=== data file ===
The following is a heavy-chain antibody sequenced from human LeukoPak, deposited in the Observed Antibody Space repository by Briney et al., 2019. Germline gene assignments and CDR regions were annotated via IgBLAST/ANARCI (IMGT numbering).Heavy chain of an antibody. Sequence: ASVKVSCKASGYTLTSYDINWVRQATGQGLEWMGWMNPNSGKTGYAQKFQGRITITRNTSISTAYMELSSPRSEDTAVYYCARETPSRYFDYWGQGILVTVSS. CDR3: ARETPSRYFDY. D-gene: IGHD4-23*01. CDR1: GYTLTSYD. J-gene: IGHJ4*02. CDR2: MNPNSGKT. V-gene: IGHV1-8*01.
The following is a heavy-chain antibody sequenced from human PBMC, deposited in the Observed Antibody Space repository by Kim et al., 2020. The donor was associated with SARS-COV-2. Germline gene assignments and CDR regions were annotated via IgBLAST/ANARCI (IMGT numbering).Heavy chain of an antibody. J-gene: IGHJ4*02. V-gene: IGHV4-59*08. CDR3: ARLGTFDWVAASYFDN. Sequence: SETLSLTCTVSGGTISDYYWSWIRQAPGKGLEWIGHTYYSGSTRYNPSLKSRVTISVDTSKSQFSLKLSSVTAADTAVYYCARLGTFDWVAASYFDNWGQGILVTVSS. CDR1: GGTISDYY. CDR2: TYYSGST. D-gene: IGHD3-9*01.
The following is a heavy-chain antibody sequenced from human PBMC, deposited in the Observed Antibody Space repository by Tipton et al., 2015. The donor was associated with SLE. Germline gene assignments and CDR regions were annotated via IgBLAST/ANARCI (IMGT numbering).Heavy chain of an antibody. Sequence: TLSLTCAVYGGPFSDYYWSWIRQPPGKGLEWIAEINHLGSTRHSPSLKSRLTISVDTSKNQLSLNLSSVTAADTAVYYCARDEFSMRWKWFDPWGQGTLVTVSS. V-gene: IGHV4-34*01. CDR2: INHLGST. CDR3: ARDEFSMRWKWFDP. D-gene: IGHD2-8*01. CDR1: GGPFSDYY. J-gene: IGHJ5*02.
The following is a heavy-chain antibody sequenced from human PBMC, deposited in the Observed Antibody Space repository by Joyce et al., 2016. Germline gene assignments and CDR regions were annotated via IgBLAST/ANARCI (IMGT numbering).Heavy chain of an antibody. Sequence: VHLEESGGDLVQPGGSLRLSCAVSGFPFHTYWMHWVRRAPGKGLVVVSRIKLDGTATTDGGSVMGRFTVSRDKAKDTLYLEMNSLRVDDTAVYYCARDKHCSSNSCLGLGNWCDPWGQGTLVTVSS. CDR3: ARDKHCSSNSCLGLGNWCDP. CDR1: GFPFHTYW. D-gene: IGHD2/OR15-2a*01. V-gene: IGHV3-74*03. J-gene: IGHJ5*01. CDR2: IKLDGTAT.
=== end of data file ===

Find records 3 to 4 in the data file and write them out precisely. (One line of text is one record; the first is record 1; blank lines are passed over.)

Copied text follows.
The following is a heavy-chain antibody sequenced from human PBMC, deposited in the Observed Antibody Space repository by Tipton et al., 2015. The donor was associated with SLE. Germline gene assignments and CDR regions were annotated via IgBLAST/ANARCI (IMGT numbering).Heavy chain of an antibody. Sequence: TLSLTCAVYGGPFSDYYWSWIRQPPGKGLEWIAEINHLGSTRHSPSLKSRLTISVDTSKNQLSLNLSSVTAADTAVYYCARDEFSMRWKWFDPWGQGTLVTVSS. V-gene: IGHV4-34*01. CDR2: INHLGST. CDR3: ARDEFSMRWKWFDP. D-gene: IGHD2-8*01. CDR1: GGPFSDYY. J-gene: IGHJ5*02.
The following is a heavy-chain antibody sequenced from human PBMC, deposited in the Observed Antibody Space repository by Joyce et al., 2016. Germline gene assignments and CDR regions were annotated via IgBLAST/ANARCI (IMGT numbering).Heavy chain of an antibody. Sequence: VHLEESGGDLVQPGGSLRLSCAVSGFPFHTYWMHWVRRAPGKGLVVVSRIKLDGTATTDGGSVMGRFTVSRDKAKDTLYLEMNSLRVDDTAVYYCARDKHCSSNSCLGLGNWCDPWGQGTLVTVSS. CDR3: ARDKHCSSNSCLGLGNWCDP. CDR1: GFPFHTYW. D-gene: IGHD2/OR15-2a*01. V-gene: IGHV3-74*03. J-gene: IGHJ5*01. CDR2: IKLDGTAT.